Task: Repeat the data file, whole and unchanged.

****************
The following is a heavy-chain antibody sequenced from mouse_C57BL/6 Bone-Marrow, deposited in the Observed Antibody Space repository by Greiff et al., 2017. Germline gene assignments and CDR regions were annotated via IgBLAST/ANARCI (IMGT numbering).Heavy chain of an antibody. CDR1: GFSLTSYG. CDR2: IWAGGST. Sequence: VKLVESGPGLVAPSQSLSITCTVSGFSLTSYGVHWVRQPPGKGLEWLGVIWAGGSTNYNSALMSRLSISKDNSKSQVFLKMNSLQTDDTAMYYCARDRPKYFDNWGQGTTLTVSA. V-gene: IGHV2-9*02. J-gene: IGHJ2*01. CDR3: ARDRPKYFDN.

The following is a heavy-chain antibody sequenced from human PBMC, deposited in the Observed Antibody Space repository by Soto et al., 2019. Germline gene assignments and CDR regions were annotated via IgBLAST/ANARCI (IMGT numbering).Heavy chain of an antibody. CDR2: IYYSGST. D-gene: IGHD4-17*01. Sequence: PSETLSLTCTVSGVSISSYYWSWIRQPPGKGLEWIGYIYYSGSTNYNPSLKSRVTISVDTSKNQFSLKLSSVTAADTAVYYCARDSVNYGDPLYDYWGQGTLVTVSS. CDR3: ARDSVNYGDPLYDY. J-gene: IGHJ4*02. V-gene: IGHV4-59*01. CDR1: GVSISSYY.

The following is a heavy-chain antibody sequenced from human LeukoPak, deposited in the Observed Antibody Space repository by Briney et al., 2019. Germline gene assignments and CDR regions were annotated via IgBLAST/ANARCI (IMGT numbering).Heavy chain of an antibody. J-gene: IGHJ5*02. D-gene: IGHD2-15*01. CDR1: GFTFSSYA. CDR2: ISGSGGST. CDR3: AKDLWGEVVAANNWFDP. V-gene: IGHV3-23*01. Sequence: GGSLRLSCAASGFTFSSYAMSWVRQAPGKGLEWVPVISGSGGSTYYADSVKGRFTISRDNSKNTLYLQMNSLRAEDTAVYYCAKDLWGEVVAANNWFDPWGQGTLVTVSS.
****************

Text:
The following is a heavy-chain antibody sequenced from mouse_C57BL/6 Bone-Marrow, deposited in the Observed Antibody Space repository by Greiff et al., 2017. Germline gene assignments and CDR regions were annotated via IgBLAST/ANARCI (IMGT numbering).Heavy chain of an antibody. CDR1: GFSLTSYG. CDR2: IWAGGST. Sequence: VKLVESGPGLVAPSQSLSITCTVSGFSLTSYGVHWVRQPPGKGLEWLGVIWAGGSTNYNSALMSRLSISKDNSKSQVFLKMNSLQTDDTAMYYCARDRPKYFDNWGQGTTLTVSA. V-gene: IGHV2-9*02. J-gene: IGHJ2*01. CDR3: ARDRPKYFDN.

The following is a heavy-chain antibody sequenced from human PBMC, deposited in the Observed Antibody Space repository by Soto et al., 2019. Germline gene assignments and CDR regions were annotated via IgBLAST/ANARCI (IMGT numbering).Heavy chain of an antibody. CDR2: IYYSGST. D-gene: IGHD4-17*01. Sequence: PSETLSLTCTVSGVSISSYYWSWIRQPPGKGLEWIGYIYYSGSTNYNPSLKSRVTISVDTSKNQFSLKLSSVTAADTAVYYCARDSVNYGDPLYDYWGQGTLVTVSS. CDR3: ARDSVNYGDPLYDY. J-gene: IGHJ4*02. V-gene: IGHV4-59*01. CDR1: GVSISSYY.

The following is a heavy-chain antibody sequenced from human LeukoPak, deposited in the Observed Antibody Space repository by Briney et al., 2019. Germline gene assignments and CDR regions were annotated via IgBLAST/ANARCI (IMGT numbering).Heavy chain of an antibody. J-gene: IGHJ5*02. D-gene: IGHD2-15*01. CDR1: GFTFSSYA. CDR2: ISGSGGST. CDR3: AKDLWGEVVAANNWFDP. V-gene: IGHV3-23*01. Sequence: GGSLRLSCAASGFTFSSYAMSWVRQAPGKGLEWVPVISGSGGSTYYADSVKGRFTISRDNSKNTLYLQMNSLRAEDTAVYYCAKDLWGEVVAANNWFDPWGQGTLVTVSS.